Leisure, stress, and coping: An evolving area of inquiry

Yoshi Iwasaki, Ingrid E. Schneider

Research output: Contribution to journalArticlepeer-review

88 Scopus citations


Stress and coping are prevalent and ubiquitous in our everyday lives. The degree and manner in which we experience stress, and ways in which we cope with stress, strongly influence our daily choices and their outcomes, including those related to leisure. Research on leisure, stress, and coping is important within a broad spectrum of leisure research since it can be potentially integrated with leisure research on constraints and negotiations, lifespan development, diversity, and lifestyle. Such integration works to bridge the gap in the leisure research community that is often characterized as isolated entities. One important tangible benefit of such integration is that stress and coping have the potential to be a common language for many researchers with diverse interests, and it thus leads to opportunities for enhanced communication and understanding, as well as for possible collaborations. We hope that this special issue, presenting a diverse collection of papers focused on leisure, stress, and coping, may instill such ambitious, but important, desire. The role of this issue is threefold: (1) to better identify relationships among leisure, stress, and coping, (2) to introduce new theoretical and methodological approaches for such research, and (3) to encourage increased attention to and collaborations related to leisure, stress, and coping research.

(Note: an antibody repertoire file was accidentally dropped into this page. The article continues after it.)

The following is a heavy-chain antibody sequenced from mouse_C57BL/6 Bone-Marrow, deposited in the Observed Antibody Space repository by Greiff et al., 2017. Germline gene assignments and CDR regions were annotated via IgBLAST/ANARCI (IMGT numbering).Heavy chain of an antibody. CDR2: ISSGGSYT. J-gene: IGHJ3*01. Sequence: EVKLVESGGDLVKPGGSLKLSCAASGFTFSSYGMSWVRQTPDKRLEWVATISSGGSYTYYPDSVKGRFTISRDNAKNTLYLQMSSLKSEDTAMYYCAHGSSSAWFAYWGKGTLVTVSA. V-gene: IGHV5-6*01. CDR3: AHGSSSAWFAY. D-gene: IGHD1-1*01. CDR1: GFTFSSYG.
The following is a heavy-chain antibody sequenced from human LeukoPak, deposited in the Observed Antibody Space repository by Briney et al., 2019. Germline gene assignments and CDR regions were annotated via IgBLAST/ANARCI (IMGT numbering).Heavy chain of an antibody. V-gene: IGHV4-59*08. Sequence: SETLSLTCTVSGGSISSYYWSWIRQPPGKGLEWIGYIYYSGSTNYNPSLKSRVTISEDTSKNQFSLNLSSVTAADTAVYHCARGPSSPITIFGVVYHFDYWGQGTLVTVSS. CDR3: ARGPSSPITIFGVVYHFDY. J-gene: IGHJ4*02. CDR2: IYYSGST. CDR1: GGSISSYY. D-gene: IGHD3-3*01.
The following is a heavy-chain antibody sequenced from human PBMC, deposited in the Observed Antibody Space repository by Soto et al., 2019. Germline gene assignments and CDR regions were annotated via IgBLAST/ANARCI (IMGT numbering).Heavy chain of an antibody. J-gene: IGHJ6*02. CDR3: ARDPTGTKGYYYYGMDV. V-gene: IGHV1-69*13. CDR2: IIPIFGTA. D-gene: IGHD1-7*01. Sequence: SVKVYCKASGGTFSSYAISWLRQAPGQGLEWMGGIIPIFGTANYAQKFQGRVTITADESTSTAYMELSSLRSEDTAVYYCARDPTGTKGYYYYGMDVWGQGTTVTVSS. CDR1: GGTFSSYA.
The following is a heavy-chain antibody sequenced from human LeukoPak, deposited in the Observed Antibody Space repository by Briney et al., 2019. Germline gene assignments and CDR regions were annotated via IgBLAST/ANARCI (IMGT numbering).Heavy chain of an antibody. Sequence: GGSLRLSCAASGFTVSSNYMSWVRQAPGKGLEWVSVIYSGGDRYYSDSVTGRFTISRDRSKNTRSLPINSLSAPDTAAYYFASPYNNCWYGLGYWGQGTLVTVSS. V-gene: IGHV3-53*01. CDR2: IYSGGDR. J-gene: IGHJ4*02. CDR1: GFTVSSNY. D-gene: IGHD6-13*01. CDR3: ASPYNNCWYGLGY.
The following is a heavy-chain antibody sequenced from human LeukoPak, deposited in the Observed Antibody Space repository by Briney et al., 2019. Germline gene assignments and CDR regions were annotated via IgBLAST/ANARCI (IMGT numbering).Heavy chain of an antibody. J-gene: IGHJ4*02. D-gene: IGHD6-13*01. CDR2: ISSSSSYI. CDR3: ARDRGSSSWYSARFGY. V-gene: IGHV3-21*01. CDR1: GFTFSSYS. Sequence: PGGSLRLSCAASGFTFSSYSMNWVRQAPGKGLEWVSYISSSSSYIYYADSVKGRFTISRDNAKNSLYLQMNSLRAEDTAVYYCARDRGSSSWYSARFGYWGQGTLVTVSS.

Original languageEnglish (US)
Pages (from-to)107-113
Number of pages7
JournalLeisure Sciences
Issue number2-3
StatePublished - Apr 1 2003


  • Coping
  • Health
  • Leisure
  • Stress

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